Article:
Kurt Vonnegut has come unstuck in time

Novelist Kurt Vonnegut, the ‘son and grandson of architects’, was born in Indianapolis on November 11, 1922 (Veterans Day in the U.S., Poppy Day in Canada). I read that he died in New York City on April 11, 2007 – last night.

That made me sad.

I didn’t know Kurt Vonnegut personally, though I, (like millions of his readers, I suppose) felt like I did. His short fiction, novels, plays and collections of essays opened my mind to new worlds, new ideas, new ways of thinking, new forms of humanity. He made a turn of the phrase delicious to read. He was bitterly funny, ironic, honest, smart as a whip and a truly original voice. And what stories!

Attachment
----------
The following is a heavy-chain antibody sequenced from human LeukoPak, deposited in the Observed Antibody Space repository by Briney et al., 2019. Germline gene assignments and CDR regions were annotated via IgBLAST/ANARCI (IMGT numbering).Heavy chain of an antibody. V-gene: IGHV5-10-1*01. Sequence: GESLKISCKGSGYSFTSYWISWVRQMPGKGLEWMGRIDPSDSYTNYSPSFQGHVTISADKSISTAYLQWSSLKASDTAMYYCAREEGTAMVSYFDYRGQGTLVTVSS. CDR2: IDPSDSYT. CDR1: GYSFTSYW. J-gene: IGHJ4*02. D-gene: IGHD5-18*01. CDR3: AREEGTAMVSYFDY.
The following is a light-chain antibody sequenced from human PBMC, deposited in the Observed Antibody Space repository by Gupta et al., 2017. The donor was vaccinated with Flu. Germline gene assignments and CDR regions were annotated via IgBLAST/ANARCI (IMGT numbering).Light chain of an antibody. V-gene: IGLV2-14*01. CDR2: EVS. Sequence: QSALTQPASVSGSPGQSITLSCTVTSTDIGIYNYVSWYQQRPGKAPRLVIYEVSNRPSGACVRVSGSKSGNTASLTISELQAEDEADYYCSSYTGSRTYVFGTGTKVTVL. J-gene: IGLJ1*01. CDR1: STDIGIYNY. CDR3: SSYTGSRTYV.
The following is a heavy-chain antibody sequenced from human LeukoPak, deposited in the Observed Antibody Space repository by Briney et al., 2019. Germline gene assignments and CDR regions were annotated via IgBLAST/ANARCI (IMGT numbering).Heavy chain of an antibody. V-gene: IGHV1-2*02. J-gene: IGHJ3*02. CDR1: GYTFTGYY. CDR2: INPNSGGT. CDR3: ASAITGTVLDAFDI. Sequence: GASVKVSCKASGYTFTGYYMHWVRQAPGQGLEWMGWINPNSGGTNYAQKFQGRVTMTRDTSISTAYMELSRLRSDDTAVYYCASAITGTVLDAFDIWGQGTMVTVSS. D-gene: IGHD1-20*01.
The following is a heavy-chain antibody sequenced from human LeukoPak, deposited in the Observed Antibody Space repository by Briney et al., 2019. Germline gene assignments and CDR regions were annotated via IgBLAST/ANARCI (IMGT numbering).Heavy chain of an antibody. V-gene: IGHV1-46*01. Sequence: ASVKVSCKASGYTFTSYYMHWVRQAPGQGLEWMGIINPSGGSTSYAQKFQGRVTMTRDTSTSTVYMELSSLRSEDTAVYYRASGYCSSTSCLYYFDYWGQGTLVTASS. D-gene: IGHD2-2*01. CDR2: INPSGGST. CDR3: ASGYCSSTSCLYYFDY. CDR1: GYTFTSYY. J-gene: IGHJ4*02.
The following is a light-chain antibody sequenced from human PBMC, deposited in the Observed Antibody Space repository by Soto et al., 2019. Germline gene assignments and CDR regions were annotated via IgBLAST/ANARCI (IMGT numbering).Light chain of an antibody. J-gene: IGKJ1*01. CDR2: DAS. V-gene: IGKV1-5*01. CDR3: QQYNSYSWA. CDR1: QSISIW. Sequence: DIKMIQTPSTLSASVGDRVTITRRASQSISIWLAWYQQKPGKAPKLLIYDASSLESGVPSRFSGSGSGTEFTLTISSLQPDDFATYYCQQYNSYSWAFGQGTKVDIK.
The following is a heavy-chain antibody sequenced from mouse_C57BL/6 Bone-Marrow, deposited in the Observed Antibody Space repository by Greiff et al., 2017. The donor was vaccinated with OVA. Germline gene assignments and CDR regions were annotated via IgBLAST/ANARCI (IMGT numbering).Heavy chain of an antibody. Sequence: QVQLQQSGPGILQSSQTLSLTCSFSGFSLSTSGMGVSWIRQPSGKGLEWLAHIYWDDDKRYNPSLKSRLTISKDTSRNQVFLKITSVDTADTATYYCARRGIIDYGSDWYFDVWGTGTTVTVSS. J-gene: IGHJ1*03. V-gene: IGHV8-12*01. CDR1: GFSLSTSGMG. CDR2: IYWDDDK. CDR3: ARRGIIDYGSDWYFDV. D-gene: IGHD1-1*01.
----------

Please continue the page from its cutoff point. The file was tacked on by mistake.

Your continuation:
I started reading his books in high school and have read and re-read them (many more than once). I remember the sheer joy I experienced when I heard about or stumbled across a new (or new to me) Vonnegut book. Whenever this happened, I felt like a kid on a roller coaster, about to embark on the ride of my life.

And it always was.

It was Vonnegut’s novels that inspired me to write. That shaped my approach to life. That taught me I could start a sentence with ‘and’.

He was a remarkable human being who will live on through his work.

Let me remember Kurt Vonnegut by quoting one of Bokonon’s Calypsos (from Cat’s Cradle):

‘Oh a sleeping drunkard up in Central Park
And a lion hunter in the jungle dark
And a Chinese dentist and a British queen all fit together in the same machine
Nice, nice, very nice
Nice, nice, very nice
Nice, nice very nice
So many people in the same device…’

So we are. So it goes.
Thank you, Kurt Vonnegut. And rest in peace. To borrow from Slaughterhouse Five, ‘Poo-tee-weet?’

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